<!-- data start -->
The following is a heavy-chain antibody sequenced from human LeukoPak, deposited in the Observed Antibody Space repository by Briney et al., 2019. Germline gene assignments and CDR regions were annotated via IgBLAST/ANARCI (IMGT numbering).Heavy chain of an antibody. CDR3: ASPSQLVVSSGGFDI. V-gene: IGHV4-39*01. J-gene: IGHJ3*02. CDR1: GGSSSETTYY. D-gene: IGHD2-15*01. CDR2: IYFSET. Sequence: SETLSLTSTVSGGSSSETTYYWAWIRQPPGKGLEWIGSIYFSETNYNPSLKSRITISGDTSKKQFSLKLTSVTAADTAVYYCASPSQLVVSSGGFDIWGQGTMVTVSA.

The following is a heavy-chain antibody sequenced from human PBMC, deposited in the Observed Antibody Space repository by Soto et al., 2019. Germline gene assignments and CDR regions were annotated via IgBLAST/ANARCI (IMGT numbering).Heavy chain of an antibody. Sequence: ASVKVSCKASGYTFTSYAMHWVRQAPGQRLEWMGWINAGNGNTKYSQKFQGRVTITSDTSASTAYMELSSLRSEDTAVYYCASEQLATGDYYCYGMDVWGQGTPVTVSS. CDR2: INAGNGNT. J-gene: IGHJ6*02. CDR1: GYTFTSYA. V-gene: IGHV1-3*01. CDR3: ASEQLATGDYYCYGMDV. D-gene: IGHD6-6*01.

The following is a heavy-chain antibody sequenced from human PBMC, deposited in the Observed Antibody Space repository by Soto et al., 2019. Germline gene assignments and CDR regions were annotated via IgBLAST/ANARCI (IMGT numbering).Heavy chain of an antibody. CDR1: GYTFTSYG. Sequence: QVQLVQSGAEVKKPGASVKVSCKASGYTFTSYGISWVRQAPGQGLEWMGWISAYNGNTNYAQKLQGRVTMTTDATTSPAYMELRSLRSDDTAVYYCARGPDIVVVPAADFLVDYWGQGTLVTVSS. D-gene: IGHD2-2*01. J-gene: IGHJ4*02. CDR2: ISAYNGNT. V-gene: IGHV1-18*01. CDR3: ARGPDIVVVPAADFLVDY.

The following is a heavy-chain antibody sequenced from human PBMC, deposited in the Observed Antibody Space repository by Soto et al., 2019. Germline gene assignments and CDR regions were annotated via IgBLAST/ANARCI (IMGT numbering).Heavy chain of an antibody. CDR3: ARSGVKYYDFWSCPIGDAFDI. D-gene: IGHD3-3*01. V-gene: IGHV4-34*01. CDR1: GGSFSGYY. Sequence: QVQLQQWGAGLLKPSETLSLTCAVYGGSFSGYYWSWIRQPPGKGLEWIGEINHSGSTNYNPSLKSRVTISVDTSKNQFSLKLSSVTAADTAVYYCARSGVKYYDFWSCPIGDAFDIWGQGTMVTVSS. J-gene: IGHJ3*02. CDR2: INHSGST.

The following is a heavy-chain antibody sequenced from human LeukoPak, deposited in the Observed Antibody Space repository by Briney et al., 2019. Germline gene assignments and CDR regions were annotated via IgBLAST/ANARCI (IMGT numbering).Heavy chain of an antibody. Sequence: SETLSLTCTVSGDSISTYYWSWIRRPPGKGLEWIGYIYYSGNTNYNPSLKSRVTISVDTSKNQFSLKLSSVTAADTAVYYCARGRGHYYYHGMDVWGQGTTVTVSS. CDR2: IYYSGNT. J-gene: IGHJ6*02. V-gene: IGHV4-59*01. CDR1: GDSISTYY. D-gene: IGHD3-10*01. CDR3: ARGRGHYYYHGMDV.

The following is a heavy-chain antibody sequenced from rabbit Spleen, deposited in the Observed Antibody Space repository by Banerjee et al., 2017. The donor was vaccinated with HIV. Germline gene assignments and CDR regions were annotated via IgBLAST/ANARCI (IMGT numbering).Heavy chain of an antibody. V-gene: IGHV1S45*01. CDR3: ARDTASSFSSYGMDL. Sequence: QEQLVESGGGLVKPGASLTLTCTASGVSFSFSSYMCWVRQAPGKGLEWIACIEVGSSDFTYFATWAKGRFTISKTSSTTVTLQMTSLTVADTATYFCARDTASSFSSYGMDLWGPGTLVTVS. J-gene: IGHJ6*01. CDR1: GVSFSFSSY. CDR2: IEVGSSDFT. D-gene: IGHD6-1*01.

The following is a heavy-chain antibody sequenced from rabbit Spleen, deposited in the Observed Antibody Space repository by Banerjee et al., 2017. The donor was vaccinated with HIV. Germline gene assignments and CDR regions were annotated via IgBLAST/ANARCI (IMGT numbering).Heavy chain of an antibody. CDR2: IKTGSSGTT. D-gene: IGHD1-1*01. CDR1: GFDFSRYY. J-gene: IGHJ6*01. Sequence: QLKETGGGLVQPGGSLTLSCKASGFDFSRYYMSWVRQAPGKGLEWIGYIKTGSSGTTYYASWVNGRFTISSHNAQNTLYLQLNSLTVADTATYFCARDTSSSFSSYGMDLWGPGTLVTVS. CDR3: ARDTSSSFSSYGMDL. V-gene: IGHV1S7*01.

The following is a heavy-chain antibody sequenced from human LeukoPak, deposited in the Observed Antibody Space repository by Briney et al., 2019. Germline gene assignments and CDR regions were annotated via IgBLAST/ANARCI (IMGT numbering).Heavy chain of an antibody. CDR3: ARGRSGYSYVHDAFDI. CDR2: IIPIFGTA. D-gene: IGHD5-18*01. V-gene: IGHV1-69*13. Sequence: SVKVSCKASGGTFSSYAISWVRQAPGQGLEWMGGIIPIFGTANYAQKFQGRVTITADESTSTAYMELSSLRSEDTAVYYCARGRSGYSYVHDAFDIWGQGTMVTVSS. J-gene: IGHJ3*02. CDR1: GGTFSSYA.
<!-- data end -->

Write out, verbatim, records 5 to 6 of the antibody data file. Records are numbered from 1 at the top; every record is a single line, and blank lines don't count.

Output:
The following is a heavy-chain antibody sequenced from human LeukoPak, deposited in the Observed Antibody Space repository by Briney et al., 2019. Germline gene assignments and CDR regions were annotated via IgBLAST/ANARCI (IMGT numbering).Heavy chain of an antibody. Sequence: SETLSLTCTVSGDSISTYYWSWIRRPPGKGLEWIGYIYYSGNTNYNPSLKSRVTISVDTSKNQFSLKLSSVTAADTAVYYCARGRGHYYYHGMDVWGQGTTVTVSS. CDR2: IYYSGNT. J-gene: IGHJ6*02. V-gene: IGHV4-59*01. CDR1: GDSISTYY. D-gene: IGHD3-10*01. CDR3: ARGRGHYYYHGMDV.

The following is a heavy-chain antibody sequenced from rabbit Spleen, deposited in the Observed Antibody Space repository by Banerjee et al., 2017. The donor was vaccinated with HIV. Germline gene assignments and CDR regions were annotated via IgBLAST/ANARCI (IMGT numbering).Heavy chain of an antibody. V-gene: IGHV1S45*01. CDR3: ARDTASSFSSYGMDL. Sequence: QEQLVESGGGLVKPGASLTLTCTASGVSFSFSSYMCWVRQAPGKGLEWIACIEVGSSDFTYFATWAKGRFTISKTSSTTVTLQMTSLTVADTATYFCARDTASSFSSYGMDLWGPGTLVTVS. J-gene: IGHJ6*01. CDR1: GVSFSFSSY. CDR2: IEVGSSDFT. D-gene: IGHD6-1*01.